Difference Between Barrel Rolls And Aileron Rolls

“Do a barrel roll!” —Peppy Hare, Star Fox 64

In A Nutshell

In recent years the phrase “do a barrel roll” has secured its place as a part of our pop-culture lexicon. Usually, the phrase is used to mistakenly refer to an aileron roll. A barrel roll is an aerial maneuver wherein an airplane completes a longitudinal revolution (what we usually think of as a barrel roll) while also following a helical path (think of a plane going around the outside of a barrel, demonstrated in the above photo). An aileron roll, on the other hand, is achieved when a plane completes this revolution without changing altitude (think of a plane flying through a barrel while rolling, as seen in the straight-line path above).

The Whole Bushel

Although the term “barrel roll” has been used since at least 1917, it became known to many more people through its inclusion in the Star Fox video game series. In Star Fox 64, one of the titular character’s allies can be heard delivering the line that would later become a meme: “Do a barrel roll!” In the game, this refers to a maneuver that allows Star Fox to evade attacks by spinning his jet along its longitudinal axis.

This phrase began making its rounds on the Internet in late 2011 and the Google search engine even performs a trick when you use it to search for the phrase. The problem is that none of these examples are actually barrel rolls. They are aileron rolls.

The two maneuvers are similar in that they both require an aircraft to complete a 360° revolution horizontally. The difference between the two lies in vertical movement. In a properly executed aileron roll no change in altitude will take place and the aircraft will exit the maneuver on the same heading as it entered. A barrel roll requires the aircraft to follow a helical path while completing its sideways revolution, and it is sometimes described as a combination of a loop and a roll.

The maneuvers seen in the Star Fox series are all, despite the dialogue, aileron rolls. This is because the jets stay in a relatively fixed vertical position while spinning sideways. Even the Google web browser’s “do a barrel roll” Easter egg does not follow the correct helical path of a barrel roll. Though it has become popular visually, it seems unlikely that the aileron roll will ever become as popular in name as the often misattributed title of the barrel roll.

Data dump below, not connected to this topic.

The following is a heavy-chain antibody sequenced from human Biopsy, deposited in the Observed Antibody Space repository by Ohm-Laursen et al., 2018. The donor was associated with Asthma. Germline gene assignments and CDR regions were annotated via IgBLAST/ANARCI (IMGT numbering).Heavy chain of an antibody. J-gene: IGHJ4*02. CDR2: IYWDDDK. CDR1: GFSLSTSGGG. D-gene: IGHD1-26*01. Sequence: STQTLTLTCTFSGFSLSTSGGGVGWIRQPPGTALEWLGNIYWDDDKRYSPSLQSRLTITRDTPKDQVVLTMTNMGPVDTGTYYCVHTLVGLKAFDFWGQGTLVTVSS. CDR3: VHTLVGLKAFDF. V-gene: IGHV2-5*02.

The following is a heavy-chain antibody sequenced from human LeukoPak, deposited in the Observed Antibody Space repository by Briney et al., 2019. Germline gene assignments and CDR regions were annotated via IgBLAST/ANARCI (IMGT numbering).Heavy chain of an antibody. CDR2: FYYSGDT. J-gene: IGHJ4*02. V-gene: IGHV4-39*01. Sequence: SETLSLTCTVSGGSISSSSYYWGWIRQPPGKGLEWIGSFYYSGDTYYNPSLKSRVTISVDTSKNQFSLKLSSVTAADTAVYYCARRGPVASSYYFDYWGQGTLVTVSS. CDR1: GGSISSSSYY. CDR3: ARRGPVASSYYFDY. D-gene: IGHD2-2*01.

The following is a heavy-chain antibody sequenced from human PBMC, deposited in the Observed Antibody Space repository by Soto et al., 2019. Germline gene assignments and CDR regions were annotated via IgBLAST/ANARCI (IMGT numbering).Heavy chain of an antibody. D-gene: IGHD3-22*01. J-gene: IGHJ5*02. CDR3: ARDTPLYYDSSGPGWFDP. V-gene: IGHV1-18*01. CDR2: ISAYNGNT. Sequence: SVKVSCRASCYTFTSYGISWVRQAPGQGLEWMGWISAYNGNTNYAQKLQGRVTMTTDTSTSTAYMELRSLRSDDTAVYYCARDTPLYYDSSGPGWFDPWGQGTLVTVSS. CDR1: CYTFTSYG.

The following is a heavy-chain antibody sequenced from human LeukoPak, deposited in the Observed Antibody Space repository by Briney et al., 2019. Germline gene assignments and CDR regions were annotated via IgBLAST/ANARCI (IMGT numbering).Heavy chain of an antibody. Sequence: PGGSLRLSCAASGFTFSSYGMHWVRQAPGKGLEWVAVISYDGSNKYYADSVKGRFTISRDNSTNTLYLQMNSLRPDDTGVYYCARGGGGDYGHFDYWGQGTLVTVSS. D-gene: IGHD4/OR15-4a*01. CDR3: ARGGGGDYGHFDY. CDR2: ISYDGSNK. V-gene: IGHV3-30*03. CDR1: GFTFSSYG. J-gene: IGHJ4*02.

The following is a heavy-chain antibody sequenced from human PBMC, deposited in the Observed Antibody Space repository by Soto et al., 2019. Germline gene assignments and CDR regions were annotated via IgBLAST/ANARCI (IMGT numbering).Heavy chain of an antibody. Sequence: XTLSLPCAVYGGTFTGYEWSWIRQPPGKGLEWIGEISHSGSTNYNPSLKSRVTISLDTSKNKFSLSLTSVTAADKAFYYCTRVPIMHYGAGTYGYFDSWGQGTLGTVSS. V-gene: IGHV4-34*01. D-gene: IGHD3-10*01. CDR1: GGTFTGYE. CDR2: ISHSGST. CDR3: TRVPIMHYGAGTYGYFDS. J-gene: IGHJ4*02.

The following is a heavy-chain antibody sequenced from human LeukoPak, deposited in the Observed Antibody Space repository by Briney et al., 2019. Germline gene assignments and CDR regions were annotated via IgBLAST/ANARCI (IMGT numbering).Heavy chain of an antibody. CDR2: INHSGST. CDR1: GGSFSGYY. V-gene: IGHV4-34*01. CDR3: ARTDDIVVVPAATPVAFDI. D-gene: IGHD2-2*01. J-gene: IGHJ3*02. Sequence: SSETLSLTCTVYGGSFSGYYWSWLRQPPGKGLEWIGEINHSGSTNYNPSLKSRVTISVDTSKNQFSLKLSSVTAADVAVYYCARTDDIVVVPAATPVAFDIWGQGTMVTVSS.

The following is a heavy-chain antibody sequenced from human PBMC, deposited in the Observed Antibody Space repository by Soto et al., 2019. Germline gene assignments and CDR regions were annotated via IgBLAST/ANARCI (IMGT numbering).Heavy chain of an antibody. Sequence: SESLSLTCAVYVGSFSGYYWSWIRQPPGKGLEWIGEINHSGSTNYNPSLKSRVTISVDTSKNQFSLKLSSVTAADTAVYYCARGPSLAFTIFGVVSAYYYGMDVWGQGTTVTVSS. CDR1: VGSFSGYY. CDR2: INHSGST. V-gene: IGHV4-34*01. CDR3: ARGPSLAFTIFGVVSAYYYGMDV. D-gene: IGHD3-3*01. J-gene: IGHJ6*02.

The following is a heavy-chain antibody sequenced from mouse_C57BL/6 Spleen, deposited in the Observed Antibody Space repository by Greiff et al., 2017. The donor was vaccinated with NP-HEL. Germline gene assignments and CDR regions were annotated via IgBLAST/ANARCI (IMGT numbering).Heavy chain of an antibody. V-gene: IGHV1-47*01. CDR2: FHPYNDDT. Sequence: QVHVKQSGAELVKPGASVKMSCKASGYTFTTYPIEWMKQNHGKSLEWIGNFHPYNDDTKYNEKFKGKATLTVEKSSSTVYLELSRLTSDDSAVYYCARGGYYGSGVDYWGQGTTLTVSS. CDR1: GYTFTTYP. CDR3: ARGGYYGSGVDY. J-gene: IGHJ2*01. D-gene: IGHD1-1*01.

Show Me The Proof

Recreational Aerobatics: Mastering the Aileron Roll
Navy Flight Manuals: Rolling Scissors
International Aerobatic Club: Aerobatic Figures

  • Hillyard

    I don’t believe that any bit of knowledge is useless, perhaps just really unimportant and occasionally boring. Just saying.

    • Lisa 39

      Its definitely something that’s not likely to come up in any conversation ever.

    • Patriotic Dane

      Just like the fact that Fortune Cookies are not Chinese…

  • David Matayabas

    ‘Tis a big deal among “aviation-dorks”. I spend a lot of time ‘sharing’ my vast, useless, aviation knowledge.

  • Wids

    I’m actually a bit ashamed that I didn’t know the difference between an aileron roll and a barrel roll until now, and I worked on ILS and TACAN equipment on Malmstrom Air Force Base’s airfield back during my underwhelming Air Force years. (But in my defense, I wasn’t anywhere near to being a pilot, and the only aircraft which I typically worked around were KC-135 Stratotankers. And performing aerobatic maneuvers with a Stratotanker or any other large aircraft is NOT advised.)

    So the aircraft doesn’t climb or descend when performing an aileron roll. But what about its lateral/horizontal/sideways movement? Does that have to stay on the same axis too, or is it still an aileron roll if the aircraft veers to port or to starboard? Because I’m thinking of the air chase scene from Tron: Legacy, where the two big bad guys — CLU and Rinzler — are in small light jets chasing and shooting at the larger aircraft with the three good guys aboard. Rinzler then remembers that he’s actually Tron — one of the good guys — and in a sacrificial maneuver, performs what looks like an aileron roll with his aircraft, except that he deliberately veers hard to starboard while rolling, slamming his own light jet into CLU’s light jet and thus destroying both enemy aircraft, ending the pursuit and allowing the good guys to get away.

    So would Rinzler’s maneuver still be an aileron roll, even though he veered to one side while executing it?